Tag Archives: cataphatic

God, Analogy, and the Metaphysics of Participation

by Robert Fortuin There’s an interesting post over at Tom Belt’s Open Orthodoxy blog—“Lost in Translation” (part 1 and part 2)—which developed into a conversation about a conversation. The post and the subsequent comments concern a topic of great importance. … Continue reading

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Dumitru Staniloae: The Knowledge of Faith

Dumitru Staniloae begins his chapter on the knowledge of God by distinguishing between rational knowledge and apophatic knowledge; and over the course of the chapter he unpacks, contrasts, and synthesizes these two forms of knowledge. I was surprised, therefore, when … Continue reading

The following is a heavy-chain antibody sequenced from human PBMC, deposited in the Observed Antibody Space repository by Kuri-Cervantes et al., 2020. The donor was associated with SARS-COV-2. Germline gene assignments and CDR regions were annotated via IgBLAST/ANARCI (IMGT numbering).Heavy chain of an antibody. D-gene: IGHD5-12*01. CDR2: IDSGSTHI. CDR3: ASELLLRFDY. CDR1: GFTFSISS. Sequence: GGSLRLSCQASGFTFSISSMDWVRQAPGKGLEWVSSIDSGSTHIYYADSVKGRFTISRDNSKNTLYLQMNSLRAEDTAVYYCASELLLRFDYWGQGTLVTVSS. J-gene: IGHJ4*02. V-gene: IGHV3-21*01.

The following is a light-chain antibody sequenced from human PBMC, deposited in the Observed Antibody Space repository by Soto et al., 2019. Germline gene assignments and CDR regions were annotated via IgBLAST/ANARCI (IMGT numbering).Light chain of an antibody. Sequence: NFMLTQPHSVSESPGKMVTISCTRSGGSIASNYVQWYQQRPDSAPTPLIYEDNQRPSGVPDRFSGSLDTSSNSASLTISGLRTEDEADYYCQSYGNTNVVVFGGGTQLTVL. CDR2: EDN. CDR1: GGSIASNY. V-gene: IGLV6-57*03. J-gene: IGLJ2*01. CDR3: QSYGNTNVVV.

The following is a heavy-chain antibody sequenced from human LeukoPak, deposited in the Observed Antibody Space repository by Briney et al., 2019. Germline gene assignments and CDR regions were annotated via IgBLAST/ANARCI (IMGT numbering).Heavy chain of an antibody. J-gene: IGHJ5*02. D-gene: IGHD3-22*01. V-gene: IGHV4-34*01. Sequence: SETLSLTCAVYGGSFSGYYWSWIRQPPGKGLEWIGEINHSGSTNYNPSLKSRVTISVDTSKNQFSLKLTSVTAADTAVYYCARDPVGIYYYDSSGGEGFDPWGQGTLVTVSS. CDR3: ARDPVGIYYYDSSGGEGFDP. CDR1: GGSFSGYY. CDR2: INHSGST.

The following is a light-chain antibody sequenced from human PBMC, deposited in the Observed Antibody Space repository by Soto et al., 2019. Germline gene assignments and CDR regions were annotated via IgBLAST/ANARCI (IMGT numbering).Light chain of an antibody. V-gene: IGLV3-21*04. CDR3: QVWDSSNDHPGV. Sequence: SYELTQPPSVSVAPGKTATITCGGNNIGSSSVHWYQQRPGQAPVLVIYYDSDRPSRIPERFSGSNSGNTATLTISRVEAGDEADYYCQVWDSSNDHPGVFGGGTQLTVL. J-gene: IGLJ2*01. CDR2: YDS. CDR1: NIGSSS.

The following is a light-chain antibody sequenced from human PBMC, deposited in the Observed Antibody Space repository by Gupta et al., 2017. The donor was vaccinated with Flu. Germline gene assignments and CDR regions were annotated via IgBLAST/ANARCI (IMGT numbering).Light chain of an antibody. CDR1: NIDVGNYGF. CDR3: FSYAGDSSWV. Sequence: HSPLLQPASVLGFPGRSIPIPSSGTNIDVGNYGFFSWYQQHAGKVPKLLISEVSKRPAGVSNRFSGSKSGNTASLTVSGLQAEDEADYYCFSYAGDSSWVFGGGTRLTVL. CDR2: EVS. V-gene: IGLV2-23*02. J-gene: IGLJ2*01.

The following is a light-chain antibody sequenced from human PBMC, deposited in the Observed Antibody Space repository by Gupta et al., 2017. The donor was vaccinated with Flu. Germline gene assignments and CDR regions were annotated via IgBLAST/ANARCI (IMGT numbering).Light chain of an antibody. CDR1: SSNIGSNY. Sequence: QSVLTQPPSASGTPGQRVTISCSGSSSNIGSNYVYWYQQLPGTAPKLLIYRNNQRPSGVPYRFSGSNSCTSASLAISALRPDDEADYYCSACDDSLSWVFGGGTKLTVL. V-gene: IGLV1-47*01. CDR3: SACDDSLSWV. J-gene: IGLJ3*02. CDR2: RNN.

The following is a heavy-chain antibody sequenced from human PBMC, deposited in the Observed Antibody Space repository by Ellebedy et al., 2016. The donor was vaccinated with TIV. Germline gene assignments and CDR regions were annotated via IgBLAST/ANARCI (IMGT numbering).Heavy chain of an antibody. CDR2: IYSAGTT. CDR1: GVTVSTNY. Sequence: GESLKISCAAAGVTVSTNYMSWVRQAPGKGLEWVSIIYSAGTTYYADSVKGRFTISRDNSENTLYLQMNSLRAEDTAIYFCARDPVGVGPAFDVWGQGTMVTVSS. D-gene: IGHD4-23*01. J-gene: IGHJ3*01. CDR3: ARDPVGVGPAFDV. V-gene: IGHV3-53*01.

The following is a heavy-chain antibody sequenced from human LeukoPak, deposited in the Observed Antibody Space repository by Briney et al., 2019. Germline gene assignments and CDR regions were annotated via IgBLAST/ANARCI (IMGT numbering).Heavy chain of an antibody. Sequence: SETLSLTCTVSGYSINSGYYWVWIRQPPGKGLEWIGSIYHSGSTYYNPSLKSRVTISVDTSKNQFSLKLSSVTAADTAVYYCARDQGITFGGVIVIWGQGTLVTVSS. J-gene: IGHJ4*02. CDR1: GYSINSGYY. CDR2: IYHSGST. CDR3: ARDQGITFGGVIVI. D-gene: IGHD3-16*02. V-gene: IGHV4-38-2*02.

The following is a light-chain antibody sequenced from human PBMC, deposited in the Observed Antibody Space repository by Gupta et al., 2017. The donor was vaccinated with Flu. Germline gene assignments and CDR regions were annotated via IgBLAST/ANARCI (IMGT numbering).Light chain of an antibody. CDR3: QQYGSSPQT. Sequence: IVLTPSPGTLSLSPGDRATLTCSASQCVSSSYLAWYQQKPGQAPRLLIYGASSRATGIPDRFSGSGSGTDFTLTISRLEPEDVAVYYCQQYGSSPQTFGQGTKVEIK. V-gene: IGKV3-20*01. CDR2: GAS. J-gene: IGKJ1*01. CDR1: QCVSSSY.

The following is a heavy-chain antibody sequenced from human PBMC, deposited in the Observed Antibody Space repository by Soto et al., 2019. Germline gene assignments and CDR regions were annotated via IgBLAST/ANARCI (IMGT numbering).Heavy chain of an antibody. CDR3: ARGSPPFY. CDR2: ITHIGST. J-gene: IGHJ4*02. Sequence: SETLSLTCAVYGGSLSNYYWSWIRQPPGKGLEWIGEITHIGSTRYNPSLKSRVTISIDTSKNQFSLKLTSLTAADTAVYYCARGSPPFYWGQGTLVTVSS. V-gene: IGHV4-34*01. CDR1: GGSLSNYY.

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Dumitru Staniloae: The Rational and Apophatic Knowledge of God

For the past two months I have been reading the first volume of the dogmatics of Dumitru Staniloae in concert with the Fellowship of St Maximus. Staniloae enjoys the reputation of being the finest Orthodox theologian of the 20th century. He … Continue reading

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St Basil of Caesarea and the Not so Simple God of the Gospel

If Eunomius is convinced that we may comprehend the substance of God and accurately name it “unbegotten,” St Basil the Great is equally convinced that the living God of Jesus Christ surpasses all human knowing and is beyond all names. … Continue reading

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St Athanasius: The Incarnation as Revelation

If the knowledge of God was to be restored and the human race saved, it was necessary that the eternal Word and Image of the Father assume a human body. Only the radical solution of the incarnation could have achieved … Continue reading

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